nodes. Each of the binomial trees follows the min-heap property.

The above binomial heap has `7`

nodes, i.e., it has the binomial tree B0, B1, B2. The nodes in B0 are `1`

node, B1 has `4`

nodes, and B2 have `8`

nodes. Each of the binomial trees follows the min-heap property.

## Binomial Heap and the Binary Representation of a Number

The binomial heap can be used to represent the binary number also, i.e., if the binomial heap has n binomial trees, where n is the number of set bits in the binary representation of the number.

If we want to create a binomial heap of n nodes, then it can be defined by the binary number ‘n’. Let us explain with a plethora of examples. If we want to create a binomial heap of `15`

nodes, the binary representation of `15`

is `1111`

, so now numbering from the right-hand side, the set bits are at positions `0`

,`1`

,`2`

,`3`

. Therefore, the binomial heap will be formed with `15`

nodes and the binomial tree B0, B1, B2, and B3.

Let’s try to understand with one more example. Suppose we want to create a binomial heap of `11`

nodes. The binary representation of `11`

is `1011`

, numbering from the right-hand side. The set bits are at `0`

, `1`

, and `3`

, so the binomial tree formed will be B0, B1, and B3. The degree of trees will be `0`

, `1`

, or `3`

respectively.

## Operations of Binomial Heap

The operations that could be performed in the binomial heap are given below:

- Creating a new binomial heap
- Finding the minimum key
- Union of two binomial heap
- Inserting a node
- Extracting minimum key
- Decreasing a key
- Deleting a node

Let’s discuss the above-listed operations one by one.

### Creating a New Binomial Heap

Creating a new binomial heap simply takes O(1) because creating a heap will create the head of the heap to which no elements are attached.

### Finding the Minimum Key

As previously stated, a binomial heap is a collection of binomial trees, and each binomial tree fulfills the min-heap property. It denotes that the root node has a minimum value. To find the minimum key, we simply compare the root nodes of all the binomial trees. In a binomial heap, the time complexity of finding the minimum key is O(logn).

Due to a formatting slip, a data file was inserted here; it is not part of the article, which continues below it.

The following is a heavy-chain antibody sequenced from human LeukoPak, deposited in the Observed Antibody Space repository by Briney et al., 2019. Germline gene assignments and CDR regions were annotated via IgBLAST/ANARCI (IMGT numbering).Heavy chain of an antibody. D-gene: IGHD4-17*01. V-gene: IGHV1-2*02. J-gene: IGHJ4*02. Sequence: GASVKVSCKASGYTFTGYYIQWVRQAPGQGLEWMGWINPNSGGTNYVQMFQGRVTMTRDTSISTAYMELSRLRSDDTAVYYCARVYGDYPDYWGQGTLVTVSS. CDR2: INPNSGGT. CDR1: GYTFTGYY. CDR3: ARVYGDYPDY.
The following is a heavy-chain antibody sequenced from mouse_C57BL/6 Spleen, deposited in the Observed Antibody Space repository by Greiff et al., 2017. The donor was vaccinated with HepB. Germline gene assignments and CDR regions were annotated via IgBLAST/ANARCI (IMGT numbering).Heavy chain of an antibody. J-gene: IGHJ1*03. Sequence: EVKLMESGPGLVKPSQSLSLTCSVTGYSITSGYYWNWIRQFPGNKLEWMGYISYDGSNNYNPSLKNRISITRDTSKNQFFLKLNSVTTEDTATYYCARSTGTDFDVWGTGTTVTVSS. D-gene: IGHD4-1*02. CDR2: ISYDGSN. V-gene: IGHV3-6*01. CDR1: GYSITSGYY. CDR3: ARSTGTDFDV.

### Union of Two Binomial Heap

- Union (H1, H2) combines two binomial heaps, H1 and H2, to form a single binomial heap.
- The first step is to merge the two heaps in a non-descending order of degrees.
- After the simple merge, we must ensure that there is only one binomial tree of any order. To do this, we must combine binomial trees of the same order. We go through the list of merged roots, keeping track of three-pointers, previous, x, and next-x.
- When we traverse the list of roots, we may encounter the following four scenarios:
**Case 1:**Because the orders of x and next-x do not match, we simply proceed.

In the three cases listed below, x and next-x are in the same order.

**Case 2:**If the next-next-x order is the same,**continue**.**Case 3:**Link next-x to x if the key of x is lower than or equal to the key of next-x.**Case 4:**Make x the child of next if its key is greater.

Let’s understand all the above cases using a diagram.

### Inserting a node

It is possible to insert an element into the heap by simply creating a new heap that contains the element to be added and merging it with the existing heap. The time required for a single insertion into a heap after merging is $O(logn)$.

Let’s use an example to understand how to add a new node to a heap:

Three binomial trees of degrees `0`

, `1`

, and `2`

are given in the heap above, with B0 attached to the top of the heap.

Let’s say we need to add node `15`

to the heap mentioned above.

We must first combine the two heaps. Node `15`

is connected to node `12`

as shown below because both nodes `12`

and `15`

have a degree of `0`

.

After that, assign x to B0 with a value of `12`

, next(x) to B0 with a value of `15`

, and sibling(next(x)) to B1 with a value of `7`

. Because x and next(x) have the same degree. Next(x) is dropped and attached to x because the key value of x is smaller than the key value of next(x). It can be seen in the picture below.

Currently, x points to node `12`

with degree B1, followed by x to node `7`

with degree B1, and sibling(next(x)) points to node `15`

with degree B2. While x and next(x) have the same degree, sibling(next(x)) does not have the same degree as x. Since x’s, the key value exceeds that of next(x), x is eliminated and attached to next(x), as shown in the image below.

Right now, node `7`

is pointed to by x, and node `15`

is indicated by next(x). Since both x and next(x) have degrees of B2, and x’s key value is lower than next(xkey )’s value, next(x) will be taken out and attached to x as shown in the illustration below.